Earlier in the week I wrote about 3 Boeing 747-200 cargo planes that had seemingly been abandoned at Kuala Lumpur International Airport.
The airport had taken out an ad seeking the owner of the planes, indicating that if the owner wasn’t found the aircraft could be sold off to cover the costs incurred to the airport for having stored them there.
I identified that all 3 aircraft had been owned by Air Atlanta Icelandic, a charter and leasing company.
SWIFT Air Cargo claims to own the planes, says they aren’t abandoned, and that they’ve been in contact with the airport consistently. Although their press release detailing a long chain of signatures and endorsements by which they claim ownership sounded something like a Nigerian 419 e-mail scam.
SWIFT has in its possession, original supporting documents to show ownership of the (3) Boeings, which were signed by the previous owner, then signed by SWIFT as the new owner, followed by Syed Amir Ibrahim of Syed Ibrahim & Co., solicitors of KL, Malaysia who was a witness to the Bill of Sale; effective June 8, 2015. Liu Chan and Lam, solicitors in Hong Kong signed the Statutory Declaration for the previous owner while Cheung Ka Wai Francis signed as a Notary Public of Hong Kong followed by Othman Abdullah, who stamped the Statutory Declaration as the vice consul of the Consulate General of Malaysia in Hong Kong.
Malaysia Airports says not so fast.
The planes have been parked at Kuala Lumpur International Airport since 2010. Air Atlanta Icelandic “de-registered the planes and dissolved responsibility over them when the ownership was given to Shaanxi Sunshine Cargo.” But the planes haven’t been registered or “issued an Aircraft Operating Certificate (AOC) by Malaysia.”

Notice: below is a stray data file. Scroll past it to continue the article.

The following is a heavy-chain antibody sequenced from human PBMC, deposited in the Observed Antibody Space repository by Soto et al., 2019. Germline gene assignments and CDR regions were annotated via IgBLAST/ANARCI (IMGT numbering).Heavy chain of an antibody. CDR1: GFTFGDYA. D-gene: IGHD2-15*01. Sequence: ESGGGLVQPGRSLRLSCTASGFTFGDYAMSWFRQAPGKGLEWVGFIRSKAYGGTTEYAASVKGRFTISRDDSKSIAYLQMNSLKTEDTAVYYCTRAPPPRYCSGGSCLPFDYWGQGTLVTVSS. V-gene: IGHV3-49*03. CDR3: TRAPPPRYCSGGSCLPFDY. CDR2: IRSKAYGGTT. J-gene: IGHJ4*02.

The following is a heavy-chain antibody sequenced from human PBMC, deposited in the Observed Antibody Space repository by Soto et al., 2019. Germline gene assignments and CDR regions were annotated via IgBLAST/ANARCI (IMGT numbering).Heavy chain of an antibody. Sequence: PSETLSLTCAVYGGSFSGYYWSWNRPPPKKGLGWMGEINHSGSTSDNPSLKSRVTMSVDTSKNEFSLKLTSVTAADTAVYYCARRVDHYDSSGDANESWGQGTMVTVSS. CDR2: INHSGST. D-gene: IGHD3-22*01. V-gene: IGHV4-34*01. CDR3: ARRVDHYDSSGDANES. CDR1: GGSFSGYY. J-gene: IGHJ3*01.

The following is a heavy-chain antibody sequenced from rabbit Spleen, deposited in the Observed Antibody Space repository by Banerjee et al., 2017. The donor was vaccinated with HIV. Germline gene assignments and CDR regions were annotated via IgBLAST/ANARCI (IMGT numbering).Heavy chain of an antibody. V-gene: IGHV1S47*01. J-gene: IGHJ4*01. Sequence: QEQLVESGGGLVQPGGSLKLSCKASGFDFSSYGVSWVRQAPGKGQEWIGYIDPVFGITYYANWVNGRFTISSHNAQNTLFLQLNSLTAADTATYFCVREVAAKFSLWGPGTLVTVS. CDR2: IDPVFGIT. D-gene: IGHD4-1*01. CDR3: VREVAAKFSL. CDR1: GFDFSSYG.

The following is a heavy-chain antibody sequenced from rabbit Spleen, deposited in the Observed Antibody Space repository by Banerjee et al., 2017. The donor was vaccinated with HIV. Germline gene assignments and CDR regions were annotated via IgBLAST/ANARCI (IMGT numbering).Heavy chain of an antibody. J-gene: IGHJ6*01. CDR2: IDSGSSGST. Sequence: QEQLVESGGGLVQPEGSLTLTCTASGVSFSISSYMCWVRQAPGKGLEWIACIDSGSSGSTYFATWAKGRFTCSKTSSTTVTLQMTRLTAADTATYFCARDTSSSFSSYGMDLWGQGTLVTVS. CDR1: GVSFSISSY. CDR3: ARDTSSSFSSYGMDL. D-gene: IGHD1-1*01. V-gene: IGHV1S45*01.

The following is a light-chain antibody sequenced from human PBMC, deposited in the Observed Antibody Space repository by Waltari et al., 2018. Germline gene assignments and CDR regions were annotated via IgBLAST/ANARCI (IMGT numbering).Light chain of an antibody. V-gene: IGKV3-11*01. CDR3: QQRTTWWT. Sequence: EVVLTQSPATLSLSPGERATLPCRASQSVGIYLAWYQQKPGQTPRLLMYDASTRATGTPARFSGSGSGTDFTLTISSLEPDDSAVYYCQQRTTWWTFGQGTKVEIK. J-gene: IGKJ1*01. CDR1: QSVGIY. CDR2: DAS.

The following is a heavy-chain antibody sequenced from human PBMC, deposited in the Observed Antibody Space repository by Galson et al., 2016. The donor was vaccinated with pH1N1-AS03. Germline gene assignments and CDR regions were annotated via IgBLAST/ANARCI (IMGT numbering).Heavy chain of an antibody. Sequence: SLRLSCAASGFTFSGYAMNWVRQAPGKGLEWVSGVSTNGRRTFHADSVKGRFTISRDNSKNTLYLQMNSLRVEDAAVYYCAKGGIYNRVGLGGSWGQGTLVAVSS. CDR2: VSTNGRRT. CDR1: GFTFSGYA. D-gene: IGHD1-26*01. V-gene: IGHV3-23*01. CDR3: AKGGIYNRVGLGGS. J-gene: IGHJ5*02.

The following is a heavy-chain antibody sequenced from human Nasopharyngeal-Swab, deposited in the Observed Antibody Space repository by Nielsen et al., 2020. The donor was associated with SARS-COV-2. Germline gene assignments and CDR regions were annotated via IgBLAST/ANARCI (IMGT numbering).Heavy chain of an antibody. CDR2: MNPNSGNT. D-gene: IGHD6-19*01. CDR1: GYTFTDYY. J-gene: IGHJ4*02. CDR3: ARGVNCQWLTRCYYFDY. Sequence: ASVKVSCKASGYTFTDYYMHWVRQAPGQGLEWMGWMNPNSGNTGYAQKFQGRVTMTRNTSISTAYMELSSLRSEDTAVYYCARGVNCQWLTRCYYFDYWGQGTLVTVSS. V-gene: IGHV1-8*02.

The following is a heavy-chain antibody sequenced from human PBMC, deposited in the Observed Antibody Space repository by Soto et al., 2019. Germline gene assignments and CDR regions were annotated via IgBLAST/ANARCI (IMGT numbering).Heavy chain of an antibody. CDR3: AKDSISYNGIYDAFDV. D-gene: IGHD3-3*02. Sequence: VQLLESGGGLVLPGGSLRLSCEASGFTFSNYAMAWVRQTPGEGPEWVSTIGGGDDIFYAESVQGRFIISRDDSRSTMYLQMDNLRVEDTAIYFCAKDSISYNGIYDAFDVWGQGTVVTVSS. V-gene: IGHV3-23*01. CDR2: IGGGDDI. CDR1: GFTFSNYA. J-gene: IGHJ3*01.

“Air Atlanta Cargo B742 TF-AMD” by Juergen Lehle. Licensed under CC BY-SA 3.0
Malaysia Airports was in contact with Shaanxi Sunshine Cargo to try to get parking fees paid until September 2013. Shaanxi Sunshine Cargo is believed to have ceased operations.
SWIFT claims to have acquired the planes in June 2015. They claim two of the aircraft were transferred from Shaanxi Sunshine Cargo to a Hong Kong entity and from there to SWIFT. They claim the third never belonged to Shaanxi Sunshine Cargo, but were sold by Icelandic to a Turkish entity, from there to a Hong Kong entity, and on to SWIFT.
Apparently one of the Shannxi aircraft was a 747 without engines acquired for parts, and the other two planes are the only viable aircraft SWIFT claims to own.
There are two issues here, really:
- Does SWIFT Air Cargo have verifiable paperwork to document their claim of ownership?
- Is Kuala Lumpur International Airport going to get paid the back parking fees on these aircraft which have been sitting for more than 5 years?
Even if SWIFT has paperwork which isn’t disputed, if the parking fees aren’t paid the airport can presumably sell the planes to recover those costs. But the airport hasn’t even accepted the Nigerian e-mail chain of custody as-presented.